The nurse shark, Ginglymostoma cirratum is a bottom dwelling shark common along shorelines. Though this species will bite humans if disturbed, it is not usually considered a threat to people. The nurse shark is believed to be vulnerable or threatened by extinction throughout some of its range, but the International Community for the Conservation of Nature (IUCN) suggests not enough population data exists to show the true safety status of the species.
At birth, the nurse shark is only 10-11 inches (27-30 cm) in length. Females grow to be somewhat larger than males, and reach maturity at about seven feet long. Specimens have been reliably reported of achieving lengths of nearly ten feet, although claims exist of much large animals. A full-grown nurse shark weighs approximately 200-330 lbs (90-150 kg.)
Adult females reproduce once every other year, and have a gestation time of six months. Nurse sharks are ovoviviparous, meaning that they bear live young. The average birth will consist of about 30 young sharks, but reports suggest that some sharks birth as many as 50. Like most sharks, the pups are independent at birth, and do not remain together or with their mother. The life span of a nurse shark is 25-35 years in captivity, but somewhat less clear in the wild.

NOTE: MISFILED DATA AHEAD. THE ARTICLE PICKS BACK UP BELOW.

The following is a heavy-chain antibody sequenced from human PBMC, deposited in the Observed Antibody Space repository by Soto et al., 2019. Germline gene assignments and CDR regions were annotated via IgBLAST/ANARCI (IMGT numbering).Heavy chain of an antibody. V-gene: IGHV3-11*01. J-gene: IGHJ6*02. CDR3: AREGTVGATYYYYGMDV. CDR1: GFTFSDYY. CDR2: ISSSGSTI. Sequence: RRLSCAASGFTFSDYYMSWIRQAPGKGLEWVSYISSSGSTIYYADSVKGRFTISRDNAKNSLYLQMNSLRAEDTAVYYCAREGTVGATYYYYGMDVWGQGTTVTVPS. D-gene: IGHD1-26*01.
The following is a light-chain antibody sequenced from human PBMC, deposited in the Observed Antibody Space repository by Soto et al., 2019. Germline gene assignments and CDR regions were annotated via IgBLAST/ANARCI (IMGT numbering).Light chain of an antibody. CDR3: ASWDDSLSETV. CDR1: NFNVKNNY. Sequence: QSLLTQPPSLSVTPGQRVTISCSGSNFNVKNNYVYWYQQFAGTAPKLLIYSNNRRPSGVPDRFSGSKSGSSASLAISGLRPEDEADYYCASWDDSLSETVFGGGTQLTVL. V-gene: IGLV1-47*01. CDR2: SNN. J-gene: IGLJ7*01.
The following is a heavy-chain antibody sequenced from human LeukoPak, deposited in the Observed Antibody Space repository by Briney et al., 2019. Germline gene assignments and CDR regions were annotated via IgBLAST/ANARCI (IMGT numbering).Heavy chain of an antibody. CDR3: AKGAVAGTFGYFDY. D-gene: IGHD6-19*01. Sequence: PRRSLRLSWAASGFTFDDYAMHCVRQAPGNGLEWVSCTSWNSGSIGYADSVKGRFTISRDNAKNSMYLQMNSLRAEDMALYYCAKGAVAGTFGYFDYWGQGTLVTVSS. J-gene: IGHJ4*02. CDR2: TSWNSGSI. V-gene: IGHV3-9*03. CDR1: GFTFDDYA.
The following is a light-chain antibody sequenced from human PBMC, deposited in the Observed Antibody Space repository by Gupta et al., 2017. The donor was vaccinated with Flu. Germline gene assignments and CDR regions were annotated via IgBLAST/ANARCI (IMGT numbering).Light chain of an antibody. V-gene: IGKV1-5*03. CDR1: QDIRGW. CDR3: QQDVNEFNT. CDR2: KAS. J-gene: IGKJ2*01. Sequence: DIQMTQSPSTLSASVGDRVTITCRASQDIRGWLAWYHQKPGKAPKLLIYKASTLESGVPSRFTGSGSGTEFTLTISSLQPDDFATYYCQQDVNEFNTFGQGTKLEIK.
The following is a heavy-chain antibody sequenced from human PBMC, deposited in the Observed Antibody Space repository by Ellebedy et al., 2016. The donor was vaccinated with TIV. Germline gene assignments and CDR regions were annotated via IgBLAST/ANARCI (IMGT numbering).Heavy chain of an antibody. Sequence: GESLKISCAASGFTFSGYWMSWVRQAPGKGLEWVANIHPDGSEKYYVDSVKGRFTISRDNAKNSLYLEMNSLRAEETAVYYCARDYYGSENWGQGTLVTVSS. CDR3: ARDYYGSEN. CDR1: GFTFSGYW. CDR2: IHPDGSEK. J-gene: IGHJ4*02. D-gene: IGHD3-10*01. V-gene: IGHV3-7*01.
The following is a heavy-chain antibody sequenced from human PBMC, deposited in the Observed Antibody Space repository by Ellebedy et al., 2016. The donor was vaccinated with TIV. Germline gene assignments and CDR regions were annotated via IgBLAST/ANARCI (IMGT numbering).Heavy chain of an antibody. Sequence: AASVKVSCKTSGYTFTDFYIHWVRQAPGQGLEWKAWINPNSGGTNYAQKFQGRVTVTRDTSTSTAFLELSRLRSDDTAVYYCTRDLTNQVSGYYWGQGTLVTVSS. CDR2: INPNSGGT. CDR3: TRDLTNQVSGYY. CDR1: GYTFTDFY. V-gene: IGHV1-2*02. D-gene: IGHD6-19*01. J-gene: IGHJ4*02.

The appearance of the shark is generally gray, though pups are born with spots that fade over time. Nurse sharks have a particularly long tale and are noted for being smooth to the touch. Their strong jaws are filled with thousands of small, jagged teeth, which help them to break the shells of their prey.
Nurse sharks live in reef systems along continental shelves, where the food source is plentiful. They are common along many coasts, including both sides of North and South America and the West Coast of Africa. They are nocturnal creatures, resting on the bottom of the ocean during daylight hours and hunting for food at night. Observations have shown that some sharks form resting piles of up to 40 individual animals, but other evidence suggests that the sharks are territorial, and will sometimes stake out and defend a familiar cave or resting spot.
The diet of nurse sharks are largely made up of crustaceans, fish and shrimp, though research suggests they will snack on whatever it comes across. It has unique hunting habits, with some observers noting that it will prop itself up on its fins as a false shelter to bottom-dwelling creatures. Once the unwary crab or other creature wanders under its mouth, the shark swoops down to swallow it.
Currently, the IUCN does not possess enough data to determine the level of threat posed to the nurse shark. Since they are coastal dwellers, they are likely to be threatened by human activity, including commercial fishing and pollution. Nurse sharks are prized for their skin, which makes a particularly tough leather. Though they are not fished for in any large scale way, sharkskin products remain a popular trade item.
As a bottom-dwelling predator, the nurse shark is vital to maintaining the balance of the ocean’s ecosystem. Sea urchins, one of the nurse shark’s main foods, have been shown to flourish and completely destroy reef and kelp systems without the presence of culling predators. As with most marine animals, preservation of these sharks leads to preservation of the environment as a whole.